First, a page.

The Czech government has proposed increasing tobacco taxation and introducing a tax on e-cigarettes as part of its consolidation package. The proposal calls for a 10% increase in tobacco consumption tax next year, followed by annual increases of 5% until 2027. Heated tobacco products would see a 15% increase next year, with the same growth rate until 2027. The changes are expected to raise the price of a pack of cigarettes by at least CZK8-9 ($0.36-$0.40) and heated tobacco products by CZK3-4. The final price, however, will depend on individual manufacturers, according to JTI International spokesperson Jiří Sochor.
This move comes after the government raised taxes on tobacco products last year, leading to a minimum increase of CZK4 ($0.18) per pack of cigarettes. Last year, the tobacco tax revenue fell short of the state’s expectations. The proposed new tax on e-cigarettes would follow the European Tobacco Directive, which regulates these products.
The government aims to increase the revenue generated from the tobacco tax, which was CZK56.22bn ($2.47bn) in 2021 and CZK59.35bn ($2.61bn) in 2022. The new taxation proposal could generate more revenue by levying a tax on e-cigarettes and increasing the tax on traditional tobacco products.
JTI International spokesperson Sochor believes the government’s plan is ambitious, given that tobacco tax revenue has stagnated or declined recently. He said that this has led to a significant reduction in the volume of cigarettes sold to consumers in Germany, bringing Czech cigarette prices closer to German prices. Four years ago, German consumers bought one-third of cigarettes sold in the Czech Republic, while today, that figure has fallen to just 10%.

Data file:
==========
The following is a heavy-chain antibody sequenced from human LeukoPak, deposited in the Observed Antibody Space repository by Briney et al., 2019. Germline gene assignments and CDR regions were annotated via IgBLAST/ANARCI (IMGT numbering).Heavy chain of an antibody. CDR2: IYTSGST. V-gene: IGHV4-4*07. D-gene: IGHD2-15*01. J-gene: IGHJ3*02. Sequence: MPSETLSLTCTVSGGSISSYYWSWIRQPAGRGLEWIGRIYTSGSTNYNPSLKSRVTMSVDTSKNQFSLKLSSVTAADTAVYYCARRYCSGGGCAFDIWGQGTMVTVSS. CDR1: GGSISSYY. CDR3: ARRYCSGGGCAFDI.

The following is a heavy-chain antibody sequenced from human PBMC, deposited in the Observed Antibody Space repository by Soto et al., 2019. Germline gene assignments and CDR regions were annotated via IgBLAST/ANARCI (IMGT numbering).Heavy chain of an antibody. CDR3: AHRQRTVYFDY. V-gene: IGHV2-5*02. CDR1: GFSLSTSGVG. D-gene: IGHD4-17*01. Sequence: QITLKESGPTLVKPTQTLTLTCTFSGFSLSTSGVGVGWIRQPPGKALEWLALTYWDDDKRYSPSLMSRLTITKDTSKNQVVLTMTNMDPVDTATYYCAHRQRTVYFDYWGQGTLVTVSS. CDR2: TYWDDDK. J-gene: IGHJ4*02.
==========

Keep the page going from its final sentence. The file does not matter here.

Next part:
Sochor also pointed out the differences between the Czech Republic and Poland, where cigarettes are cheaper at CZK50 ($2.19). Last year, Polish cigarettes accounted for more than 4% of Czech consumption, a growth of 40% compared to the previous year. This suggests that the price difference between Czech and Polish tobacco products could lead to a rise in cigarette smuggling.
The proposed taxation measures aim to generate more revenue and reduce the number of smokers in the Czech Republic. The government has set a target to reduce the number of smokers in the country from 20% to 15% by 2025. In addition to the tax increase, the government plans to spend CZK100m ($4.39m) on anti-smoking campaigns.
The Czech Republic is not the only country to increase tobacco taxes. Governments have recently raised tobacco taxes to discourage smoking, the leading cause of preventable death worldwide. In addition to reducing smoking rates, higher taxes can help governments generate more revenue and reduce the economic burden of tobacco-related illnesses.